To begin the healing process, APIAs have to acknowledge that we avoid the issue of mental illness and challenge ourselves to change the way we view it. Due to cultural perceptions, many Asians associate shame and embarrassment with mental illness and will avoid seeking care for fear of disgracing themselves and their families. Furthermore, talking about emotions and feelings is regarded as a sign of weakness, especially when publicly revealed or expressed to strangers, so most will keep these to themselves. This stigma has also been heightened by the negative experiences some Asians have had in their native countries with mental illness: people stigmatized with emotional or mental problems might be prohibited from marrying and having a family, imprisoned for being alleged political dissenters, or institutionalized in a long-term care facility and permanently labeled as “crazy.” Compounding these issues even further is the lack of knowledge of the high prevalence of mental and emotional disorders within the Asian community and of the availability of effective treatments, particularly in prevention and intervention care. For while mental health care is not always sought by Asians, mental illness is nevertheless an alarming problem among Asian immigrants, refugees, and families as indicated by the high incidents of trauma and depression related to war, emigration, and assimilation; of social anxiety disorders from being in an unfamiliar and hostile culture; and of the high suicide rates among both youth and adults.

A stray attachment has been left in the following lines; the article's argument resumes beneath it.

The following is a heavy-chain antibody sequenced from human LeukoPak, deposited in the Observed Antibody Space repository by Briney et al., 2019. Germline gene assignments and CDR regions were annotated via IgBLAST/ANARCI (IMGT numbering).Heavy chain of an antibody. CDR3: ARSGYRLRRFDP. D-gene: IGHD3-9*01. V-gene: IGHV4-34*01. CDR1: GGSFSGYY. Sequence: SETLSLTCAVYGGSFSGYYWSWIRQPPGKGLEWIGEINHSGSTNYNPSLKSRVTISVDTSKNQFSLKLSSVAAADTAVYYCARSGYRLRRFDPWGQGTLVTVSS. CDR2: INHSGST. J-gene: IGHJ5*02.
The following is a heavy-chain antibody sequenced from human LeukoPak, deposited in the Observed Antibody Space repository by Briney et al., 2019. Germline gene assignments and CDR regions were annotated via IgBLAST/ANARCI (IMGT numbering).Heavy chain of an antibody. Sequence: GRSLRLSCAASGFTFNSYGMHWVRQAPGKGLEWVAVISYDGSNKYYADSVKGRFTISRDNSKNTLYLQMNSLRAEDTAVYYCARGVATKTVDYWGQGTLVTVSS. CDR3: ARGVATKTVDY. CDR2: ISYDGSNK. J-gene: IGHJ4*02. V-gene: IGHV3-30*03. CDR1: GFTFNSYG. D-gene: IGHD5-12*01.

We have to start here—by talking about it. Then we can find out more about it and determine a plan for changing the cultural and systemic hindrances in place which produce a Seung-Hui Cho. Because Asian American anger is real. I could have been Seung-Hui Cho. Your brother could have been Seung-Hui Cho. Anyone of us could have been Seung-Hui Cho—I reiterate that there are plenty of us who are angry enough, who need just that “final straw” to go careening over-the-edge. As a community, we should want, most of all, to not only prevent another mass murder-suicide but also to help fellow APIAs who are hurting and don’t know how to talk about it or get help. We should discard the embarrassment and shame and demand that culturally appropriate and linguistically accessible services be provided so that we can handle our anger and rage more productively and direct it to initiating positive change for ourselves and others. We should do this because we can't expect the racist and xenophobic society that caused torment to Seung-Hui Cho to change--as evidenced by the incidents of violence being directed towards Koreans and other APIAs around the country since the shootings. We have to take care of ourselves because we care about our community and we know what racism, discrimination, and hardship we deal with everyday. We need to listen to each other when no one else will. And we have to exert our power to change the systems that prevent us from accessing services that could stop us from hurting ourselves and others.